Before World War II there were 80 Evangelical Lutheran Church in Lithuania congregations in Lithuania proper, and 72 pastors were serving about 25,000 members. Whereas in the Klaipėda Region (a Lithuanian autonomous region between 1924 and 1939) 40 pastors, many maintaining services in Lithuanian, served about 137,750 mostly Lutheran parishioners (among them 35,650 Prussian Lithuanians) in 1930.[12]

However, the parishes in the Klaipėda Region remained members of the Ecclesiastical Province of East Prussia until 1925, a subsection of the Evangelical Church of the old-Prussian Union, a church of united administration of Lutheran and Reformed congregations founded in 1817 by combining the Lutheran and Reformed churches in then Prussia.[13] The parishes formed the Memel deanery, the Heydekrug/Šilutė deanery and the new Pogegen/Pagėgiai deanery, comprising since 1919 those parishes of the deanery of Tilsit, itself remaining with Germany, which were located north of the Memel/Nemunas river and thus disentangled.[13]

After the nationalist demagoguery following the cession of the Klaipėda Region (northern Lithuania Minor), first a League of Nations mandate, after World War I, only nine Lutheran parishes continued Lithuanian services in the southern and central part of Lithuania Minor, which remained with Germany, but were mostly forbidden after the Nazi takeover in 1933.[9]

On 30 July 1919 a majority of 82 synodals from Klaipėda Region decided to keep the jurisdiction with the Ecclesiastical Province of East Prussia against two votes for a separation and 15 abstentions.[13] However, after the Lithuanian annexation of the region, not hindered by the protecting powers combined in the Council of Ambassadors, the Lithuanian government demanded the separation of the Protestant church, announcing it would otherwise withhold the salaries of the clergy.[13]

The majority of the regional clergy and the Evangelical Supreme Ecclesiastical Council (Evangelischer Oberkirchenrat, EOK), the old-Prussian executive body, resisted this plan.[13] Therefore, Viktoras Gailius, Land Director of the Klaipėda Region addressed the EOK in Berlin, which sent envoys to Memel, in order to conclude a contract on the future of the old-Prussian Lutheran parishes and the one single Reformed congregation in Memel city, on 27 and 29 September 1923. But an agreement turned out impossible.[13]

Superintendent Franz Gregor of Memel deanery preferred the regional synodal federation to be a subsection of the East Prussian ecclesiastical province, whereas the faction of sakytojai laymen within the regional Lutheran parishes, forming since 1919 the mostly Lithuanian-language unofficial Klaipėda Regional Synod (German: Evangelische Memeler Landessynode), demanded – also incited by the Lithuanian central government – under the government-appointed leader Pastor Valentinas Gailius (Ruß/Rusnė) an independent church body.[13]

However, Gailius, whom the Lithuanian government had granted the title general superintendent, failed to win the pastors and parishioners to also elect him general superintendent.[13] His many decrees were simply ignored in the parishes, who considered his officiating an illegitimate intrusion of government interferment into affairs of ecclesiastical autonomy.[13] The consistory in Königsberg, still the competent directing body, deposed him as pastor.[13]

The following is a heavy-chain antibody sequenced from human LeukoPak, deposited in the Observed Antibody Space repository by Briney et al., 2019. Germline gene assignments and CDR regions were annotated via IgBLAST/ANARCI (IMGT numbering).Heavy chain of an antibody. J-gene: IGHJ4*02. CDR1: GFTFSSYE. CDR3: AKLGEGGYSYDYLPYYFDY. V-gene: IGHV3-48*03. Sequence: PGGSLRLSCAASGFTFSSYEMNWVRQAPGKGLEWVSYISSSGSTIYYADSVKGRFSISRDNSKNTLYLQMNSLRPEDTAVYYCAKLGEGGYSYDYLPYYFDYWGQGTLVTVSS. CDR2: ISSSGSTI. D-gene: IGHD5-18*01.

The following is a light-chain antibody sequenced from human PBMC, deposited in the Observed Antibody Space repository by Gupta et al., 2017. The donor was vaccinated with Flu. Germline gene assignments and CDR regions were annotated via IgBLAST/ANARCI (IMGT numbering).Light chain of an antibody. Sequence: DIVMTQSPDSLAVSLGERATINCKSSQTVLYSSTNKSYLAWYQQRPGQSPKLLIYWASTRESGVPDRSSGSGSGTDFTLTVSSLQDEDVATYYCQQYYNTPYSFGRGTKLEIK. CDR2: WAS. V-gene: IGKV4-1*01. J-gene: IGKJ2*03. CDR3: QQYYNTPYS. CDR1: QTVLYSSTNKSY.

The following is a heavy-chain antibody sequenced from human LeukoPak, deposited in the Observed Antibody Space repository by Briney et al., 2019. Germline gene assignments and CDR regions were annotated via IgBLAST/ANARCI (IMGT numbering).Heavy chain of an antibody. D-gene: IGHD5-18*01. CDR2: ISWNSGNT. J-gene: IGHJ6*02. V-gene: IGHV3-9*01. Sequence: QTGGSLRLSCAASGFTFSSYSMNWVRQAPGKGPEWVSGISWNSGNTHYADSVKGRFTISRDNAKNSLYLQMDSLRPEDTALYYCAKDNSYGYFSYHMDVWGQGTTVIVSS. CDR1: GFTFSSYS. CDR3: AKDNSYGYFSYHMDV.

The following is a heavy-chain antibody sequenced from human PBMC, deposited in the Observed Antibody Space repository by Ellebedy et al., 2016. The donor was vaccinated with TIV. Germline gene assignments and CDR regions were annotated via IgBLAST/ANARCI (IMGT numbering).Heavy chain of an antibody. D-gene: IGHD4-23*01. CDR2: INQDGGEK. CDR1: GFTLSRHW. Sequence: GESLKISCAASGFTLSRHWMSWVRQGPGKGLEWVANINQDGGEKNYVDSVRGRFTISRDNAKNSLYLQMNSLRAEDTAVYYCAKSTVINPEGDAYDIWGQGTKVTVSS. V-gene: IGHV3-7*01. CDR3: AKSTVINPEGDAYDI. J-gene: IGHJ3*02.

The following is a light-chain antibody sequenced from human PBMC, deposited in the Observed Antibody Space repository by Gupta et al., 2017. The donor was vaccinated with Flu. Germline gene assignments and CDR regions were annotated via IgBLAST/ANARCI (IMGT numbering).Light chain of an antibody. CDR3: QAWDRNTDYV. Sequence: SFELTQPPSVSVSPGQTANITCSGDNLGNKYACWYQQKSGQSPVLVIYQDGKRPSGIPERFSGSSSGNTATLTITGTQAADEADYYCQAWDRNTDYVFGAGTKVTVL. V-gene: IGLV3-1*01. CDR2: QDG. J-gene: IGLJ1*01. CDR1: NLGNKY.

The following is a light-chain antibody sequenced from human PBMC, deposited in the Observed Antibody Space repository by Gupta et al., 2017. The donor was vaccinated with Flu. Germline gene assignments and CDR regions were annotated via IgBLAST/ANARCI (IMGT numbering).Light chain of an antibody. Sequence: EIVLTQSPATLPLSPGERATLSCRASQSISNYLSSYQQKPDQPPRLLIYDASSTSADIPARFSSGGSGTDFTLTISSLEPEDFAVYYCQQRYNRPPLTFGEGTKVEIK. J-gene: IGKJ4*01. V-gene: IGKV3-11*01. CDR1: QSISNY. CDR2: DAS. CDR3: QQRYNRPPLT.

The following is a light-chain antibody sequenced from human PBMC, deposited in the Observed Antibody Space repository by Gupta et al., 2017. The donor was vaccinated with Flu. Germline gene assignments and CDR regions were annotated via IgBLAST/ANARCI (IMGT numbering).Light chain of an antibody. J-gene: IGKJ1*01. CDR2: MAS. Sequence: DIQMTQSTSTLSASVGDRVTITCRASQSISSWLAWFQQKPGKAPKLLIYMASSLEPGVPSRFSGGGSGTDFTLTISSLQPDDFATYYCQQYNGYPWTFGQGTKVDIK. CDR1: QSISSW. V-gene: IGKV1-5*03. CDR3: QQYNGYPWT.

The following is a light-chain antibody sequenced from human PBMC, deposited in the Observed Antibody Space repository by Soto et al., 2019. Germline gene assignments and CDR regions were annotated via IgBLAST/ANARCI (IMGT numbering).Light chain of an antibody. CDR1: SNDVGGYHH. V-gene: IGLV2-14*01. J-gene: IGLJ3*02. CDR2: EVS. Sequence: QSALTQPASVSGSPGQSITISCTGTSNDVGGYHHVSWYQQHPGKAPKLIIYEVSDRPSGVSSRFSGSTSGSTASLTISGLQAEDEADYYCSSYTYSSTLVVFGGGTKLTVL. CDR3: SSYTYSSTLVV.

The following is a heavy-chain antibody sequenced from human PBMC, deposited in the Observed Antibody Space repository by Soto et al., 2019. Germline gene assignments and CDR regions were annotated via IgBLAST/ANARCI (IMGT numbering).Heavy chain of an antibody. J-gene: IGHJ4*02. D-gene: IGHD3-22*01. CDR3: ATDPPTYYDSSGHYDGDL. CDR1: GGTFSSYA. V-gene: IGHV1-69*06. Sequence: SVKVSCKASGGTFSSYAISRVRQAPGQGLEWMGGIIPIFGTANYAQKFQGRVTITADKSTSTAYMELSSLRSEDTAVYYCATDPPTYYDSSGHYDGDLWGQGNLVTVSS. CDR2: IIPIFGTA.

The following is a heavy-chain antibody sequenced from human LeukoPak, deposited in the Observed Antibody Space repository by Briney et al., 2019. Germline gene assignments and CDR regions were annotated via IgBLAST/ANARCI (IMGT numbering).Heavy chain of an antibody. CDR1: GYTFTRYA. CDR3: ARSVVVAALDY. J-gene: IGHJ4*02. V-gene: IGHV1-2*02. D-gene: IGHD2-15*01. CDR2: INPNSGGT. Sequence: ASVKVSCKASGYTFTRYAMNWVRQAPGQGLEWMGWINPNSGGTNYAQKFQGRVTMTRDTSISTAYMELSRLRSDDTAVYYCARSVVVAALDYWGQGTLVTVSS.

So in April and June 1924 Gailius twice convened the Lithuanianian-language unofficial Klaipėda Regional Synod and formed a preliminary executive body for an independent church.[13] However, the majority of the pastors and of the elected representatives of the parishioners rejected his approach.[13] Embittered Gailius finally resigned.

In 1925 then the Klaipėda Directorate sent for their part a delegation, including independists and proponents wishing to upkeep the connection with the old-Prussian church, in order to negotiate with the EOK in Berlin.[13] After negotiations between April 18 to 23, and again July 16 to 18, 1925 the Agreement concerning the Evangelical Church of the Memel Territory (German: Abkommen betr. die evangelische Kirche des Memelgebietes) was concluded and signed on July 23.[14]

Both parties had stipulated that the Lutheran parishes and the single Reformed congregation in Memel should form the Regional Synodal Federation of the Memel Territory (German: Landessynodalverband Memelgebiet) with its own consistory led by an elected general superintendent.[13][14] This regional synodal federation then formed an old-Prussian ecclesiastical province of its own, disentangled from that of East Prussia.[13][14] The federation was independent from any government interference by the Lithuanian central government or the Klaipėda Directorate.[13] In 1926 first elections were held for the regional synod, and the synodals elected Gregor the first general superintendent and church councillors for the executive body, the consistory in Memel, which constituted in 1927.[13] When in 1933 Gregor retired Otto Obereigner, the former Superintendent of Pogegen deanery, succeeded him.[13]